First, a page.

High school athletics, maybe more so than at any level, is a very cyclical process. Rarely are schools able to sustain extended runs at the top as waves of talent run in and out every four years.
Boulder City High School finds itself in that cycle, six years removed from a state championship, yet to find that kind of statewide prominence again.
But if you ask boys basketball coach John Balistere, there is a plan, a plan to bring a high school with the second-most basketball state championships in Nevada back to where it once reigned.
“I’m a BCHS grad,” Balistere said. “I had an opportunity to join Findlay Prep’s staff and go to other, bigger schools, but I want to build a program here and be solid.”
The 1984 state champion — who by day is the director of basketball operations for MGM Resorts International — is on his way to doing just that, compiling a school-best 58-43 record over his four years at the helm.
The Eagles return five lettermen from last year’s 10-15 team, including three starters. The core of this year’s team has been playing together since eighth grade, according to forward Zac Murphy, who said the cohesiveness of the team will lead to an exciting season.
“We will play good, solid defense this year and play together,” Murphy said. “I expect a lot from the core guys returning to our team. We all play well together and are great friends.”
Boulder City will no doubt have to play as a solid unit, as it faces one of the tougher schedules in the Las Vegas Valley this year.
Seven of the Eagles’ first eight games are on the road this year, including two of the first three against teams who made the postseason last year.
BCHS opens up Saturday at Valley, which finished 26-5 a year ago. The Vikings were a two-point loss away from qualifying for the state tournament last season.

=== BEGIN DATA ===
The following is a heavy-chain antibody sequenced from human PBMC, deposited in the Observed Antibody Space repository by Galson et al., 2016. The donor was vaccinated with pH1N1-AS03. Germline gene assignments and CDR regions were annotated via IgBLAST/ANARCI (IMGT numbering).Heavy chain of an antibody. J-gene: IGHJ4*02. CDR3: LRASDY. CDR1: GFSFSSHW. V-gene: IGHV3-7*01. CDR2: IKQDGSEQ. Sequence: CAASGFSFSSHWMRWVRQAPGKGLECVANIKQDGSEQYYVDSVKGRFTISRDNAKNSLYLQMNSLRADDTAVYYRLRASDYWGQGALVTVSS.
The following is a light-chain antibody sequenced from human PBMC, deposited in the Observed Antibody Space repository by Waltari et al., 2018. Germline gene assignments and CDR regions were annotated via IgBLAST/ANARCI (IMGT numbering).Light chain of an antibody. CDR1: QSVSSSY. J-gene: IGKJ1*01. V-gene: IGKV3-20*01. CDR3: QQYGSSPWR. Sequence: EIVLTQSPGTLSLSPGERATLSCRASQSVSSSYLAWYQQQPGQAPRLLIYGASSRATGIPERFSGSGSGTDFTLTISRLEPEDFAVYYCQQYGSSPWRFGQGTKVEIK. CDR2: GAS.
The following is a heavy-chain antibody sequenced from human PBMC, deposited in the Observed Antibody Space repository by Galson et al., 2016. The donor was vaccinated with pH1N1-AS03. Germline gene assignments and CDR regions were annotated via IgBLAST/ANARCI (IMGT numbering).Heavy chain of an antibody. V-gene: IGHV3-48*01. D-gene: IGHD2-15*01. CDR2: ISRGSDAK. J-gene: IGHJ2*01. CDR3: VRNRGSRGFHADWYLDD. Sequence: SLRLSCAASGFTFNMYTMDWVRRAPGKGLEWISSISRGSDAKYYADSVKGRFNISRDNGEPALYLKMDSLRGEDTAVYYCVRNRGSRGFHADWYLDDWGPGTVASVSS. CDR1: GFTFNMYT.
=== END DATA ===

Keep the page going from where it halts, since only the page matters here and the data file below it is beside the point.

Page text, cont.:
“We have high expectations this year, a lot higher than last year,” guard Quentin Turner said. “We’ve got a bunch of younger guys that give us depth and they’ll be ready to play. We’re going to be a lot better team than we were last year.”
One thing the Eagles won’t be is the most intimidating team when they walk into opposing gyms this year, as they lack size in the frontcourt.
Balistere said what the team lacks in size it makes up for in experience, and the team plays hard.
“I think we’ll surprise some people this year,” he said.
Not having enough size down low usually leads to teams playing zone defense, which allows for the five members of the team to be closer to the paint to help out.
However, the basketball disciple of longtime Duke University coach Mike Krzyzewski — who’s known in the basketball world for playing less-than-little zone defense — said the Eagles will play man-to-man defense about 85 percent of the time.
“Our program has led the state the last four years in charges taken,” Balistere said. “We try to make it as tough as it can be to get to the basket.”
Desert Pines will be the Eagles’ toughest competition this year. The Jaguars beat the Eagles twice last year by an average margin of 27.5 points per game.
Desert Pines has three players on its roster who have either committed or are being recruited by Division I college programs, including 6-foot 7-inch junior forward Greg Floyd Jr., who holds offers from Arizona, Miami, UNLV and West Virginia, to name a few.
Floyd Jr. has been acknowledged by most recruiting sites as the top prospect in Southern Nevada.
“We want to win our league,” Balistere said. “A couple of years ago we finished second. Last year, we struggled a little bit, but we have the talent to win our league. Ultimately, we want to add No. 13 to those 12 banners we have hanging up here in our gym.”
Contact reporter Randy Faehnrich at firstname.lastname@example.org or at 702-586-9401. Follow him on Twitter @RandyFaehnrich.